In response to requests from Plumbing Manufacturers Intl. (PMI) and its members, as well as from other supporters of the U.S....
Next time you are installing a water system at a customer’s house, take a look out their window. You might see red-to-brown stains on walls, sidewalks and plantings. If you think, “too bad about those stains,” and continue about your business until the job is complete, you just missed an opportunity for revenue.
By thinking outside the box, you will see an opportunity to make money in those unsightly stains. As a water treatment professional, you have the capacity to take care of water issues from one end of the property to the other.
When groundwater is tapped for irrigating landscaping, iron stains can be an undesirable side effect. A number of forces have converged to increase the probability of iron stains across the U.S. Americans, for instance, currently have a growing interest in landscaping, leading to an increased use of home irrigation systems. But the increased use of irrigation has increased water demand, pushed city water prices up and has stirred up the politics of water usage. In some U.S. communities, the use of city water for irrigation is even forbidden. Not only do wells provide free water for irrigation but they can be mandated.
Dealing with iron stains takes two forms: You can simply clean the stains, facing the certainty that they will return when irrigation resumes, or you can install a system to prevent future staining.
In Miami, Fla., businesses exist whose main activity is spraying rust stain remover on curbing stained by irrigation. The process is not complicated; you apply an acid solution, preferably with a surfactant added, to the iron oxide stain. The acid sequesters the iron and the stain disappears within minutes. It is best practice to flush off the treated surface with filtered water because, depending on the acid used, a white powdered residue can appear against a dark background after treatment.
Another issue that can arise with cleaning stains comes from the basic sequestering attribute of the acid. The acid is not smart enough to distinguish between the iron oxide on a surface that is left by well water and iron oxide that happens to provide color to the surface in question. There are unhappy homeowners in the Miami area that applied muriatic acid to their sand-colored brick pavers only to see the attractive sand color evaporate before their eyes. The operative rule in cleaning off stains: Try a small area first.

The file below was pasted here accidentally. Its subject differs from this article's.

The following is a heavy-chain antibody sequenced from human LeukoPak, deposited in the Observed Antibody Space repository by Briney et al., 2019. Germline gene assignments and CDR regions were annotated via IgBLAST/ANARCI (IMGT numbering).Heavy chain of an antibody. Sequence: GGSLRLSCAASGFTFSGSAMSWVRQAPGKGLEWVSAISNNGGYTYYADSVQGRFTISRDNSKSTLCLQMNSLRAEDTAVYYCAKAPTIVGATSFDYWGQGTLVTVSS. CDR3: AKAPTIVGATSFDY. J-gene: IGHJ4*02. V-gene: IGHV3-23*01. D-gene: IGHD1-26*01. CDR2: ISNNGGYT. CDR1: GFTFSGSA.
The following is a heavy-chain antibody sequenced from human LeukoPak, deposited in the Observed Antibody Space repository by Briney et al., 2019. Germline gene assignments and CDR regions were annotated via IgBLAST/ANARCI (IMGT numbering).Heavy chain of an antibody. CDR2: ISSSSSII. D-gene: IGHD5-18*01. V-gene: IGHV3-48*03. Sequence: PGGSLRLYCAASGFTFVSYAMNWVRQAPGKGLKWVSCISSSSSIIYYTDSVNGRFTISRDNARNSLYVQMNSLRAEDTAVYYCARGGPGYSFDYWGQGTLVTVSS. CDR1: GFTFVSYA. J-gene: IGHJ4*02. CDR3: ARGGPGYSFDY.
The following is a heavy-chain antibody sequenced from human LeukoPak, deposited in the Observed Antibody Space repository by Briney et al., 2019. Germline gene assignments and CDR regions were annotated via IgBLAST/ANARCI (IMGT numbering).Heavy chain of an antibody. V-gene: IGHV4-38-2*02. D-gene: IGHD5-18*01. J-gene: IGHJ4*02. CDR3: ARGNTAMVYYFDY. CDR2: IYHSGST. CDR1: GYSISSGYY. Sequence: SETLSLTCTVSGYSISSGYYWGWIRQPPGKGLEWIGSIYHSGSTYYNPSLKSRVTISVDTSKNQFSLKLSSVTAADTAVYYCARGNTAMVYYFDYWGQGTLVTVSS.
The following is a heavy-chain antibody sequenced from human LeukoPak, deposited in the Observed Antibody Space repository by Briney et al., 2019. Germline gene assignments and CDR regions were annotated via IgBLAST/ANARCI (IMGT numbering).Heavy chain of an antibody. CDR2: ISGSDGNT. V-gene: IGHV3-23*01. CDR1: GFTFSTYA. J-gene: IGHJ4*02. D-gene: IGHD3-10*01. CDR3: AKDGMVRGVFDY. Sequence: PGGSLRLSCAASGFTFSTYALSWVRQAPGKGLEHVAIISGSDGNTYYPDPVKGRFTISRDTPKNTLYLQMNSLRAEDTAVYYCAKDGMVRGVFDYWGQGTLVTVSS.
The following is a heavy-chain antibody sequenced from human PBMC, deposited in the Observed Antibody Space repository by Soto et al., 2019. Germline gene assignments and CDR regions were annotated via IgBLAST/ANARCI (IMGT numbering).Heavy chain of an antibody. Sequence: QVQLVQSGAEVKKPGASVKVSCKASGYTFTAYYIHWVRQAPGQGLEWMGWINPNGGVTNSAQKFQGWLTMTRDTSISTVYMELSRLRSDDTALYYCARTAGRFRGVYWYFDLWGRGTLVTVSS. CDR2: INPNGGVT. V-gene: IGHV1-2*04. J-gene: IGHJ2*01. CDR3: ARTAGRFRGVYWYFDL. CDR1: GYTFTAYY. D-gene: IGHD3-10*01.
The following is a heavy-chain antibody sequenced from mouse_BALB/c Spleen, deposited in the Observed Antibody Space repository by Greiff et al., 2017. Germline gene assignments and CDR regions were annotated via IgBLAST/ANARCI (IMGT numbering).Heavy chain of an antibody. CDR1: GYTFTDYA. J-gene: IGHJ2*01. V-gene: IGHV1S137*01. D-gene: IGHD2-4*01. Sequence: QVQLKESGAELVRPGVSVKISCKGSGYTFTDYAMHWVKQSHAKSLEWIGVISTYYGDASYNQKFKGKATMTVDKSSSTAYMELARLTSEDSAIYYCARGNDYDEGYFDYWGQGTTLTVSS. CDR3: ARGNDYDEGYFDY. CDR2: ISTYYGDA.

The trick in preventing the yuck caused by sprinkler stains is to address the iron in the well water before it comes out of the sprinkler head. Water treatment professionals are used to treating iron by filtration methods, getting the iron particle to accrete enough mass that it can be trapped and excluded from the water stream. This is a good method when addressing relatively low flow rates of water; however, most residential and commercial irrigation systems involve, at the minimum, a 1-hp well pump generating water flows upward of 10 gal per minute.
In the Midwest, a 1-hp submersible pump is fairly standard for residential applications, generating typically 15 to 18 gal per minute (gpm) in the sprinkler zones. In Florida, 1-hp centrifugal pumps, sucking up water from 20 ft down, can generate flow rates of 20 to 25 gpm. Under these flow rate conditions, a filtration system would be cumbersome and costly.
This leads to sequestering and chelating. There are chemical products that have an affinity for minerals, particularly iron and calcium, in an unoxidized state. If these products can be introduced to ferrous (unoxidized) iron, they form a complex with the iron based on charge in the case of sequestering and on physical positioning of the molecule in the case of chelating. When the ferrous iron particle is bound up in this fashion, it will resist its natural inclination to add molecules of oxygen and enter the ferric state when exposed to oxygen. Sequestered or chelated iron will remain bound up under most all conditions, the exception being if it is hit by a strong oxidizing agent with a pH of 10 or higher. Technically, chelated iron does not form a real compound with the chelating agent.